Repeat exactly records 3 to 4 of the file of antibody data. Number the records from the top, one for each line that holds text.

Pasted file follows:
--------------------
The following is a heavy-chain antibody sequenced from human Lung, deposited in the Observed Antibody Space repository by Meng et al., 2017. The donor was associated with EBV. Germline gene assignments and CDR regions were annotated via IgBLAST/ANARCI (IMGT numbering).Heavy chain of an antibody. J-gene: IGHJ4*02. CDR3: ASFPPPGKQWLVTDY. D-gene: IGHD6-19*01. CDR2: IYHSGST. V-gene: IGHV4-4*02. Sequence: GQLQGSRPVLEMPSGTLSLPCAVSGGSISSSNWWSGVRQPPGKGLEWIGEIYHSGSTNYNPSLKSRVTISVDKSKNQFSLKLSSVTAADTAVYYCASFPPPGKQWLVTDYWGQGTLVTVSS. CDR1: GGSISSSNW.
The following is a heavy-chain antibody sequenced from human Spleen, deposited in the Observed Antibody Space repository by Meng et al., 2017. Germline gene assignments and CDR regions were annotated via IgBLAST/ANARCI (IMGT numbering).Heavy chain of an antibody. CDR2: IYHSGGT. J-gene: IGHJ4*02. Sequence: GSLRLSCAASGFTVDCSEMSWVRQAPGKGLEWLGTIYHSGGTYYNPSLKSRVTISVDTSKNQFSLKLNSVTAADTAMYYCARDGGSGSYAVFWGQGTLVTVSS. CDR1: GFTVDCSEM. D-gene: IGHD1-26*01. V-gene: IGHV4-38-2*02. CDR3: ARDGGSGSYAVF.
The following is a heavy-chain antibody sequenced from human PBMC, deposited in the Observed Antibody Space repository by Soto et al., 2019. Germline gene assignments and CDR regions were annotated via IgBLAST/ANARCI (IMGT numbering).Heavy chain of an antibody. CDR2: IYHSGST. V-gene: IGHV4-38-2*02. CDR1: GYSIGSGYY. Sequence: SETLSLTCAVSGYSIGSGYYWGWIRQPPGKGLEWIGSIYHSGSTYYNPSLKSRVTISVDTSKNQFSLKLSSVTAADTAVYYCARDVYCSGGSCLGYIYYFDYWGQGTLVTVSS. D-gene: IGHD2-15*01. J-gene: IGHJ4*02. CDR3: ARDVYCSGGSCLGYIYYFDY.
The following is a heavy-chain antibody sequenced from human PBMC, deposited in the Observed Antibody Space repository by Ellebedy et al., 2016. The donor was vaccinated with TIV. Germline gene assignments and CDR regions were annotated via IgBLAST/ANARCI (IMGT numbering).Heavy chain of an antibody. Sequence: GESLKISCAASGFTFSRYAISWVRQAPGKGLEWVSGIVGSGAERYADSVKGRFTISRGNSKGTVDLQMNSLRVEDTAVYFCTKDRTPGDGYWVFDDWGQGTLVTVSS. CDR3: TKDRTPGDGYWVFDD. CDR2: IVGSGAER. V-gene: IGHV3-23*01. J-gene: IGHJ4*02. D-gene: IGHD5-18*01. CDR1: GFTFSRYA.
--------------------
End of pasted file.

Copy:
The following is a heavy-chain antibody sequenced from human PBMC, deposited in the Observed Antibody Space repository by Soto et al., 2019. Germline gene assignments and CDR regions were annotated via IgBLAST/ANARCI (IMGT numbering).Heavy chain of an antibody. CDR2: IYHSGST. V-gene: IGHV4-38-2*02. CDR1: GYSIGSGYY. Sequence: SETLSLTCAVSGYSIGSGYYWGWIRQPPGKGLEWIGSIYHSGSTYYNPSLKSRVTISVDTSKNQFSLKLSSVTAADTAVYYCARDVYCSGGSCLGYIYYFDYWGQGTLVTVSS. D-gene: IGHD2-15*01. J-gene: IGHJ4*02. CDR3: ARDVYCSGGSCLGYIYYFDY.
The following is a heavy-chain antibody sequenced from human PBMC, deposited in the Observed Antibody Space repository by Ellebedy et al., 2016. The donor was vaccinated with TIV. Germline gene assignments and CDR regions were annotated via IgBLAST/ANARCI (IMGT numbering).Heavy chain of an antibody. Sequence: GESLKISCAASGFTFSRYAISWVRQAPGKGLEWVSGIVGSGAERYADSVKGRFTISRGNSKGTVDLQMNSLRVEDTAVYFCTKDRTPGDGYWVFDDWGQGTLVTVSS. CDR3: TKDRTPGDGYWVFDD. CDR2: IVGSGAER. V-gene: IGHV3-23*01. J-gene: IGHJ4*02. D-gene: IGHD5-18*01. CDR1: GFTFSRYA.